Mental health patients in Coventry are still being sent miles away for treatment
People with mental health issues in Coventry are still being sent thousands away from home for treatment, despite the Government’s pledge to end out-of-area placements by 2021. In the year up to January 2022, a total of 135 mental health patients were inappropriately sent out of their area by Coventry and Warwickshire Partnership NHS Trust, with 25 of these placements still active by the end of January.
Inappropriate out-of-area placements happen when there are no local beds available and patients are usually sent to a different city or county. Mental health patients in Coventry spent a combined total of 7,280 days out of their area in the past year.
Almost half (48 per cent) of these patients spent less than a month away for treatment, two in five spent between one and three months, but there were 15 out-of-area placements that lasted more than three months. The distance to the units patients are sent to also varies. Half of the patients were sent to units less than between 50 and 200 kilometers away from their home while one in five had to travel between 200 and 300 kilometers.
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Out-of-area placements are associated with high costs. In the past year, the trust spent more than £2.7million on patients placed out of their area, with each patient costing the NHS £797 a day on average.
Across England, 5,020 patients were sent out of their area in the year up to January 2022 due to a lack of beds locally. A total of 700 of these placements remained active by the end of January.
This is despite the Government’s plan to eliminate inappropriate out-of-area placements by March 2021. NHS trusts sending a high number of patients away for treatment tend to be those caring for a large population, including Lancashire and South Cumbria Trust, Avon and Wiltshire Mental Health Partnership Trust and Sussex Partnership Trust.
Those receiving patients are mainly private hospitals. Mundesley Hospital in Norfolk, Priory Hospital Middleton St George in Darlington, and Cygnet Hospital in Stevenage all had more than 40 patients currently with them by the end of January this year. Inappropriate out-of-area placements cost the government almost £120m in the past year.
Mental health charity YoungMinds said it is a “deeply distressing” situation for families involved and called on the Government to end inappropriate out-of-area placements as soon as possible. Olly Parker, the charity’s head of external affairs said: “It’s deeply distressing for parents or carers to have a child who is so unwell that they require inpatient care – and it’s even worse when there are no beds available locally.”
He said the long distance and the expensive travel costs mean those placed away from their home can only see their family as little as once a fortnight or even less, making an already difficult situation even worse. “Despite missing their 2021 target, we call on the Government to uphold their commitment to end inappropriate out-of-area placements as soon as possible. For families currently in crisis, this change cannot come quickly enough,” Mr Parker added. “It is crucial that the Government invests in community support for young people with emerging problems, to help them before their problems escalate and reduce the number of people who need specialist care.”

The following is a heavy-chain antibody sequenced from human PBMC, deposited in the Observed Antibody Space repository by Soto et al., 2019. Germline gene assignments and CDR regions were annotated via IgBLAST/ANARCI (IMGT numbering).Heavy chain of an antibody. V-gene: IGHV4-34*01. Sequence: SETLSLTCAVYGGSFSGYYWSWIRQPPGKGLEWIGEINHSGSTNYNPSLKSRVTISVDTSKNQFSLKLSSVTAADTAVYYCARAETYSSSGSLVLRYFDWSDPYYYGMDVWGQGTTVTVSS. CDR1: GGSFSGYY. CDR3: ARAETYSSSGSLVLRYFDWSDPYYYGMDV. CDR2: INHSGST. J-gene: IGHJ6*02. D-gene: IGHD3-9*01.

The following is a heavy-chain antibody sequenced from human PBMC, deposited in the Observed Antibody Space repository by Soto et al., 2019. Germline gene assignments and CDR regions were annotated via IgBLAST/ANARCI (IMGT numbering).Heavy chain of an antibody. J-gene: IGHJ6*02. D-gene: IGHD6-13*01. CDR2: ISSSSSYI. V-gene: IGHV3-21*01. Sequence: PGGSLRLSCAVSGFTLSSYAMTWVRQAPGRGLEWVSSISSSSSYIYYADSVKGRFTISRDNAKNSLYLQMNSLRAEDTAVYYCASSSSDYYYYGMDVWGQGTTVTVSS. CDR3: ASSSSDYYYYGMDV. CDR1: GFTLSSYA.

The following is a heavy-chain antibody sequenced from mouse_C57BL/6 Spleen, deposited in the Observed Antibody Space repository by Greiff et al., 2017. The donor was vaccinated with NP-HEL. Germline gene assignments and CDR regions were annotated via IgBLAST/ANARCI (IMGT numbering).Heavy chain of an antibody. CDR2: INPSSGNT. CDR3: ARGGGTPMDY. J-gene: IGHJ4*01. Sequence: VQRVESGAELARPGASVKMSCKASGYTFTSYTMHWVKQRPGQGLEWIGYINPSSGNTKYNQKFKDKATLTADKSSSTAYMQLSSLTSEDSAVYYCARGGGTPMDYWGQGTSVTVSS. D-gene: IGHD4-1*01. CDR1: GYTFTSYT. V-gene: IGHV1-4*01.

The Department of Health and Social Care said the failure to eliminate all out-of-area placements by 2021 was due to increasing pressure caused by Covid. The pandemic has led to bed closures due to infection control, Covid-related absences among staff and higher demand for mental health services. A spokesperson for the department said: “Everyone should have access to safe, appropriate mental health care and we recognize the impact that receiving care far away from loved ones can have.
“That’s why we are investing an extra £2.3billion per year to transform NHS mental health services by 2024, meaning more people will be able to receive care as close to home as possible.” The NHS also reiterated its commitment to stop mental health patients having to travel away from home for treatment as soon as possible and noted that out-of-area placements have decreased over the past year.
In January 2022, a total of 315 new patients were placed in mental health units out of their area, down from 585 over the same time period a year ago. A spokesperson said: “Mental health services are committed to ending inappropriate out of area placements as quickly and as safely as possible for patients, recognizing the negative impact on people’s recovery of being sent far from away from home and their loved ones.
“Despite the pandemic and thanks to the efforts of local services, the number of days people spend out of area has not increased over the past year as might have been expected and the number of new patients being sent out of area each month has been decreasing. since late 2020.”